Google My Business Changes That May Affect You

If you work at home and don’t have a physical office that clients visit, then a change that Google made about six months ago may impact you.

It used to be that there was a checkbox that said something like “Hide this address.” That checkbox is no longer on the profile. There’s still a place for address, but if you work from home, nothing should be listed in the address box.

It is against Google policy to list a personal mail box as your address, so do NOT use that for your address; it will get your profile suspended.

When you enter no address in the Business Location area, this will display:

There is really no other choice now.

What’s especially important to complete is the Service Areas section just below it, especially if you work at home. You are allowed to list multiple cities. You are not allowed to list the entire state, even if that’s your service area. You are also not allowed to list the United States, even if that’s your service area.

After speaking with a couple of Google employees on this, my conclusion is they really don’t have a good way to support virtual businesses using Google My Business listings. GMB was first designed for businesses with shops where customers walked in and were served.

Someone having a virtual business like a lot of us doesn’t really fit. Yet, Google My Business is still very important for lead generation and SEO rankings. One GMB thought leader told me it’s against Google terms of service to have a virtual office listed on GMB. Here is partial copy from Google’s policy page as to what businesses are eligible.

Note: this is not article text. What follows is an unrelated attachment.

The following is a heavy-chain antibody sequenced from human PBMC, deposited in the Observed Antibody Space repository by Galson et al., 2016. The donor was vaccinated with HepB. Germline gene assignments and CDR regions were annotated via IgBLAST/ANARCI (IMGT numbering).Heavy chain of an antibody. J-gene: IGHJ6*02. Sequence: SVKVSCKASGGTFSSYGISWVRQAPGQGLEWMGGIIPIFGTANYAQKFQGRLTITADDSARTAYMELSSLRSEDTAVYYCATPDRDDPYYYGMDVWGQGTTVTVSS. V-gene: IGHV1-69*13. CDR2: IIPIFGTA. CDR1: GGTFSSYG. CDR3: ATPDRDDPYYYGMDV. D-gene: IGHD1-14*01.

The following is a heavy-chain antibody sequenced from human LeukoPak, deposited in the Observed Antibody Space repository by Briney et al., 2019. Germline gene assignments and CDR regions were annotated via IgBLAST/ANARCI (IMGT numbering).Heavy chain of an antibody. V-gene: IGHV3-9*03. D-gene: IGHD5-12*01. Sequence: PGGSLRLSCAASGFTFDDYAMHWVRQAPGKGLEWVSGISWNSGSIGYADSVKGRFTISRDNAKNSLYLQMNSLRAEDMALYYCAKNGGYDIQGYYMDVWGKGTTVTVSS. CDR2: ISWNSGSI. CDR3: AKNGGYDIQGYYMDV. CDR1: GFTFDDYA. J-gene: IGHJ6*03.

Eligible businesses

In order to qualify for a Google My Business listing, a business must make in-person contact with customers during its stated hours.

I am still recommending you maintain your Google My Business listing, because I have seen Google be lenient in this interpretation.  I think the reason for that is that they realize it’s a bit contradictory to penalize forward-thinking businesses that are saving the planet just because they happen to not have a physical office. On the other hand, I can see their need to protect their searchers from fly-by-night startups.

I want you to be prepared if Google suspends your listing.  That means having clients post reviews to other online profiles, such as Facebook, LinkedIn, and QuickBooks ProAdvisor listings, not just Google.

If you have a Platinum or Diamond website package with us, we maintain your Google Business listing for you. But only if you’ve claimed it for yourself and granted Manager access to us.  Here are two videos on how to do that:

If you have any questions for us about your Google My Business listing, feel free to reach out any time.